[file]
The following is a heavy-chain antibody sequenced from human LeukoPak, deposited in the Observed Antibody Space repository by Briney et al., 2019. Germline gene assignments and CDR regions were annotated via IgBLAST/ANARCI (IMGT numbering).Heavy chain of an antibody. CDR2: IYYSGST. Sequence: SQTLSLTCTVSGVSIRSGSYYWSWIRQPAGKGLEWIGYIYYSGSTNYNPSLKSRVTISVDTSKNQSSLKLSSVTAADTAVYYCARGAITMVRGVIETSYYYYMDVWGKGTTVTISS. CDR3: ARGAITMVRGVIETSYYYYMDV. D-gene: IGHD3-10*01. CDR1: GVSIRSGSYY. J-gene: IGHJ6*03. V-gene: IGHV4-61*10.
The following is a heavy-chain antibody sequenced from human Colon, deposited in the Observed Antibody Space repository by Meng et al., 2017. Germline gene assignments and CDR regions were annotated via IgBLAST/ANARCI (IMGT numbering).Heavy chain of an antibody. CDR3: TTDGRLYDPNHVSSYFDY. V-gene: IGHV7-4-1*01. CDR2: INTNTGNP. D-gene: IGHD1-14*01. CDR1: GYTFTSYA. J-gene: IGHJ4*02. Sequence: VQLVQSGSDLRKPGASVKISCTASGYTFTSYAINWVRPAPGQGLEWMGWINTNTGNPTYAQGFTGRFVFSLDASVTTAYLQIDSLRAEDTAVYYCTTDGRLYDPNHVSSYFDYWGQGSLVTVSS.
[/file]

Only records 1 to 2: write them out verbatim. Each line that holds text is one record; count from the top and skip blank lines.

The following is a heavy-chain antibody sequenced from human LeukoPak, deposited in the Observed Antibody Space repository by Briney et al., 2019. Germline gene assignments and CDR regions were annotated via IgBLAST/ANARCI (IMGT numbering).Heavy chain of an antibody. CDR2: IYYSGST. Sequence: SQTLSLTCTVSGVSIRSGSYYWSWIRQPAGKGLEWIGYIYYSGSTNYNPSLKSRVTISVDTSKNQSSLKLSSVTAADTAVYYCARGAITMVRGVIETSYYYYMDVWGKGTTVTISS. CDR3: ARGAITMVRGVIETSYYYYMDV. D-gene: IGHD3-10*01. CDR1: GVSIRSGSYY. J-gene: IGHJ6*03. V-gene: IGHV4-61*10.
The following is a heavy-chain antibody sequenced from human Colon, deposited in the Observed Antibody Space repository by Meng et al., 2017. Germline gene assignments and CDR regions were annotated via IgBLAST/ANARCI (IMGT numbering).Heavy chain of an antibody. CDR3: TTDGRLYDPNHVSSYFDY. V-gene: IGHV7-4-1*01. CDR2: INTNTGNP. D-gene: IGHD1-14*01. CDR1: GYTFTSYA. J-gene: IGHJ4*02. Sequence: VQLVQSGSDLRKPGASVKISCTASGYTFTSYAINWVRPAPGQGLEWMGWINTNTGNPTYAQGFTGRFVFSLDASVTTAYLQIDSLRAEDTAVYYCTTDGRLYDPNHVSSYFDYWGQGSLVTVSS.